Kitagawa Utamaro, Women sewing, a triptych of colour woodblock prints

Japan
Edo period, about AD 1795-96

Utamaro depicted more types of women, in various activities, than any other Ukiyo-e artist. A group of respectable married women, surrounded by their children and even a pet cat are working together on a hot summer's day folding and mending obi sashes. On the right, two of them stretch and fold a red silk sash tie-dyed with a white 'starfish' pattern. On the left, the sewing equipment scattered on the floor suggests that this woman is holding up the sash to check a mend she has just made in the fine gauze This gives Utamaro a chance to exploit one of his favourite technical tricks of depicting figures seen through gauze.

Ateenage girl examines an insect, perhaps a firefly, in its tiny cage. A little boy teases a cat with its reflection in a mirror, while a baby plays with its mother's fan. Although the scene is one of warm domesticity, Utamaro still introduces a note of eroticismin the partially revealed breasts and legs of the figures clad lightly against the summer heat.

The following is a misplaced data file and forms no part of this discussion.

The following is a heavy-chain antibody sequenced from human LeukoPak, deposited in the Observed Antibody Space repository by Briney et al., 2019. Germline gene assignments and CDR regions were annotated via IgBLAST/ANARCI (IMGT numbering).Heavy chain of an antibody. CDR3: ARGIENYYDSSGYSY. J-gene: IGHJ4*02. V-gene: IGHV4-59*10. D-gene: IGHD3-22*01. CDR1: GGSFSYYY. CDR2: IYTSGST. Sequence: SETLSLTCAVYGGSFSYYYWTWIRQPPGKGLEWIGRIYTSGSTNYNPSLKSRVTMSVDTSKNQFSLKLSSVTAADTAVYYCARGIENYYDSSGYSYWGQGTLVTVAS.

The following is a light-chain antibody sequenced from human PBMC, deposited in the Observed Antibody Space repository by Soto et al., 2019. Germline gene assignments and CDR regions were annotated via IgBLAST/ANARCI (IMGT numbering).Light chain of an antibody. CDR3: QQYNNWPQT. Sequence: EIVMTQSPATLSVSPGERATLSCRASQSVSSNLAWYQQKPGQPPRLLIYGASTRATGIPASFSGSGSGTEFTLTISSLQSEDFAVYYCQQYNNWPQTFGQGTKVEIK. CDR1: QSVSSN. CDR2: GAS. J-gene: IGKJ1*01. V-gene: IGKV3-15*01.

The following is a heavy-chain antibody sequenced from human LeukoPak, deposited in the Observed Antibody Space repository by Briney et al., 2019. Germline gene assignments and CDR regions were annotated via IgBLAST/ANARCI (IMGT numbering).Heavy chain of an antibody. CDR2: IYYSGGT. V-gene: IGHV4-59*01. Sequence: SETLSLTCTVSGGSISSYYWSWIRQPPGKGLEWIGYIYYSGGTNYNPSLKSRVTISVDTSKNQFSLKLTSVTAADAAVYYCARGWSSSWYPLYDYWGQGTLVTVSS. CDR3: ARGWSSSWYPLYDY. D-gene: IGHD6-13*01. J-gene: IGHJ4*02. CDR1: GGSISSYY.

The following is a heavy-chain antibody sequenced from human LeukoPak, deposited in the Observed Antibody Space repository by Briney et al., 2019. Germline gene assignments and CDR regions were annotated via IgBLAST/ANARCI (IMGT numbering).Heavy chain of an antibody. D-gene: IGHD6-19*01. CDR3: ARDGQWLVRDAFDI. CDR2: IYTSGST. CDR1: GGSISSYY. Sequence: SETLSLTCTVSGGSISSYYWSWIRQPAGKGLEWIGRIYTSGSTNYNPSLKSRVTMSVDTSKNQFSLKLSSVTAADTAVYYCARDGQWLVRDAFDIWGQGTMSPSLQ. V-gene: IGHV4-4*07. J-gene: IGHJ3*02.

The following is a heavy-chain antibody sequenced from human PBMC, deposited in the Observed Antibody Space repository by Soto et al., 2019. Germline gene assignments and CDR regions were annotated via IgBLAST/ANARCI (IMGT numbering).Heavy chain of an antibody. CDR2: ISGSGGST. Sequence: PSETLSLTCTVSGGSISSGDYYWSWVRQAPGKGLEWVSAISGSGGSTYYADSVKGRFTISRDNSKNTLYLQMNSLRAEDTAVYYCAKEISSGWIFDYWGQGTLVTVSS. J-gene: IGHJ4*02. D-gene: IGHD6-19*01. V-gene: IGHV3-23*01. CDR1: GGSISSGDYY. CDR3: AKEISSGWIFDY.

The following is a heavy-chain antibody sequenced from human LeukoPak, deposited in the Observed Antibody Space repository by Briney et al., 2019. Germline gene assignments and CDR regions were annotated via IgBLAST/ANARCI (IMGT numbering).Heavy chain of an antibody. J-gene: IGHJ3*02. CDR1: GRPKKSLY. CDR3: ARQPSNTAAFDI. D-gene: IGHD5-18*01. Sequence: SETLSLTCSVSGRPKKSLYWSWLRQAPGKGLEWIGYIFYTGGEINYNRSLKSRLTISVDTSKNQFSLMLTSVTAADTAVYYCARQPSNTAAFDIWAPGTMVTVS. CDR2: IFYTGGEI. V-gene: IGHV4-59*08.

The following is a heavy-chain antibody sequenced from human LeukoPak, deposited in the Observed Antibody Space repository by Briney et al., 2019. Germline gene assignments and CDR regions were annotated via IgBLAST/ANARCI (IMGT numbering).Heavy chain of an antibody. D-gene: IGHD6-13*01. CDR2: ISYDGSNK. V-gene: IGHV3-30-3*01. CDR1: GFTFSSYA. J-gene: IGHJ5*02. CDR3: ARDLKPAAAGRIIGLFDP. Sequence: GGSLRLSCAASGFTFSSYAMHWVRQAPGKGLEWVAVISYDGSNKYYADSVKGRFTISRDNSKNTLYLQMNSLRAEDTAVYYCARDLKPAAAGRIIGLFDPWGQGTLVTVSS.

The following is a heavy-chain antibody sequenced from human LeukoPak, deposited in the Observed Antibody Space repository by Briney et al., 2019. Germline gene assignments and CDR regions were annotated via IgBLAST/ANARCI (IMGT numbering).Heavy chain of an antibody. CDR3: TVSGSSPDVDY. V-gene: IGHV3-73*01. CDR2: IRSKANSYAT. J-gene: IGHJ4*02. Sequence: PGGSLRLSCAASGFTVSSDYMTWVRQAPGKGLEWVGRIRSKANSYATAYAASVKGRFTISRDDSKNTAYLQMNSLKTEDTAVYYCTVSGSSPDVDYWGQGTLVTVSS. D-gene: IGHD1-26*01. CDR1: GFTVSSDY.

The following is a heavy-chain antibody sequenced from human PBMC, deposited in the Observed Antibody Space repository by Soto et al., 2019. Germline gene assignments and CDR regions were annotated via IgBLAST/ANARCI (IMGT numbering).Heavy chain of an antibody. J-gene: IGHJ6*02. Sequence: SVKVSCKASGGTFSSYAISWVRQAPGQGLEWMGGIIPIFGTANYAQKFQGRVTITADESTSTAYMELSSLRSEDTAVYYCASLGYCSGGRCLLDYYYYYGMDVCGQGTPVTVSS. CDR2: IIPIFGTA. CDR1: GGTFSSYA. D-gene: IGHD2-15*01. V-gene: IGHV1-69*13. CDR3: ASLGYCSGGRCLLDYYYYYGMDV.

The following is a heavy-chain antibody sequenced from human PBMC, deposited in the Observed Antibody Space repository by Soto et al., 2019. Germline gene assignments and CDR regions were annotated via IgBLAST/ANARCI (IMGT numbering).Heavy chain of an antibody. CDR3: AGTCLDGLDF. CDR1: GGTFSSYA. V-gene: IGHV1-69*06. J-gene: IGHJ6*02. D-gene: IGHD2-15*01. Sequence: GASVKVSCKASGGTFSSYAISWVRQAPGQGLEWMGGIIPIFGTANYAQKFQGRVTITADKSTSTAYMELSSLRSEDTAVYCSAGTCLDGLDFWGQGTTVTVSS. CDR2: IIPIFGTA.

Find in the collection online

More information

Bibliography

L. Smith, V. Harris and T. Clark, Japanese art: masterpieces in (London, The British Museum Press, 1990)

Narazaki Muneshige, and Yamaguchi Keisaburo (eds.), Ukiyo-e shūka, vol. 2 (Tokyo, shu eisha, 1979)

S. Asano and T. Clark, The passionate art of Kitagawa (London, 1995)

Dimensions

Height: 370.000 mm (each approx.)
Width: 245.000 mm (each approx.)

Museum number

Asia JA 1912.4-16.0220

JCF4809

Location

Find in the collection online



Search highlights

There are over 4,000 highlight objects to explore